Ofcom has set out new proposals to allow service providers to gain simpler and cheaper access to BT’s ducts and poles in order to lay full-fibre broadband connections to homes and offices.
The UK regulator wants to make it quicker and easier for rival providers to build their own fibre networks direct to homes and offices using BT’s existing telegraph poles and ducts.
It said markets like Spain and Portugal have used duct and pole access to deliver full-fibre broadband coverage of 79 percent and 70 percent respectively.
This compares to around two percent in the UK, it said.
Yih-Choung Teh, Ofcom Competition Policy Director, said: “Fibre is the future for broadband, and Ofcom is helping to deliver that through competition between networks.
"Our plans will give providers increased confidence to invest in their own full-fibre networks at reduced cost.”
Ofcom ordered the legal break-up of BT and Openreach at the end of last month as part of its broader agenda to increase competition in the UK fibre market.
Among its latest proposals, it has suggested a cap on rental prices, currently pegged to Openreach costs, for BT’s duct network, affording competitors greater planning certainty.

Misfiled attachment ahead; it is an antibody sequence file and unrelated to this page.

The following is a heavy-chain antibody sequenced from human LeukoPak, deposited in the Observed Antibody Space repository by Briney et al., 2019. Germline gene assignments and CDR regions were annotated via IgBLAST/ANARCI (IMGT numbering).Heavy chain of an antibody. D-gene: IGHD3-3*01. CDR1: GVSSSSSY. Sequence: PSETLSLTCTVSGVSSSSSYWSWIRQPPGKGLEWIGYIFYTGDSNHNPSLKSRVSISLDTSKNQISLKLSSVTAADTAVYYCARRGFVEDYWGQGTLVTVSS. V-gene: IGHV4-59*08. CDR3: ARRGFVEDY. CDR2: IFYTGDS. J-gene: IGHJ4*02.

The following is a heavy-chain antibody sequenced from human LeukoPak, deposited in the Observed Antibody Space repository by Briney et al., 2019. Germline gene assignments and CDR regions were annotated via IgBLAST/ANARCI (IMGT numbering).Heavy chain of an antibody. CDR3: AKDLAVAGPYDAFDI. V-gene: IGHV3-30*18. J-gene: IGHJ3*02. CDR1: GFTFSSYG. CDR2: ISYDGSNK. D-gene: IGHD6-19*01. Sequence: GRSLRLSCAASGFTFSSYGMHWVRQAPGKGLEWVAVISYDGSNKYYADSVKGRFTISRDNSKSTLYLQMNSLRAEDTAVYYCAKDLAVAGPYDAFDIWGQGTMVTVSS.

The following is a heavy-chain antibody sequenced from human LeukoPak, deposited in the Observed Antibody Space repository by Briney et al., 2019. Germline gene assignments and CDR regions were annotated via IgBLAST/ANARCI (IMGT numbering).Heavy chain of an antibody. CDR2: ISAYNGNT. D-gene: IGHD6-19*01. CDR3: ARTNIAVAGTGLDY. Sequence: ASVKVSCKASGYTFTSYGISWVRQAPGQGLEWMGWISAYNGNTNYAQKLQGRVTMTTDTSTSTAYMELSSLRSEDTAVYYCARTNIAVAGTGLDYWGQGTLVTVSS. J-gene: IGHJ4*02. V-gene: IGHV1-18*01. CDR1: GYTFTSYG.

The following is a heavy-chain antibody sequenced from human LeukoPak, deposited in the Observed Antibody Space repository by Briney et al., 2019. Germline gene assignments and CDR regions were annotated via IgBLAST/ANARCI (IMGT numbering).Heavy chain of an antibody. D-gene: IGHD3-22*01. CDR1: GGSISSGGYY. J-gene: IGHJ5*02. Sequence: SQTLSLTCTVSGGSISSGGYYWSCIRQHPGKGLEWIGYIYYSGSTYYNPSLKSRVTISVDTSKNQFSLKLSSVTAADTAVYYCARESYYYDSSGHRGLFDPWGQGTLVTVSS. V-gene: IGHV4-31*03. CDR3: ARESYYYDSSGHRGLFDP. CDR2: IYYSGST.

It has also proposed BT could recover costs of providing third-party access, such as for repairs, by spreading them across all services that make use of the duct.
Simpler processes for site surveys are on the agenda too.
Ofcom said these are “unnecessarily onerous” as it stands.
Competitors should be allowed to carry out their own engineering work, or else secure service-level agreements if BT takes charge of engineering on site, it said.
Ofcom is also consulting on whether to require Openreach to upgrade its ‘drop wires’, linked from nearby telegraph poles, with fibre instead at the request of competitors offering a full-fibre broadband service.
As it stands, BT can connect a premises by replacing its existing copper drop wire with fibre, whereas competitors face space and load constraints on BT’s poles, it said.
Ofcom also wants to see Openreach provide a new ‘digital map’ with comprehensive data on the nature and location of its ducts and poles to allow competitors to plan and deploy advanced networks.
A consultation period on its latest proposals closes at the end of January.
Ofcom said it is working with the Government to give “everyone” the right to request a 10Mbps broadband service by 2020, with access to ultrafast broadband of 30Mbps further down the line.
BT plans to connect two million premises to pure fibre broadband by 2020.
Ofcoms said: "Competitors to BT have expressed concerns about the costs and time required to build these networks.
"Today’s plans are designed to reduce these hurdles significantly, encouraging a new era of network competition in the UK.”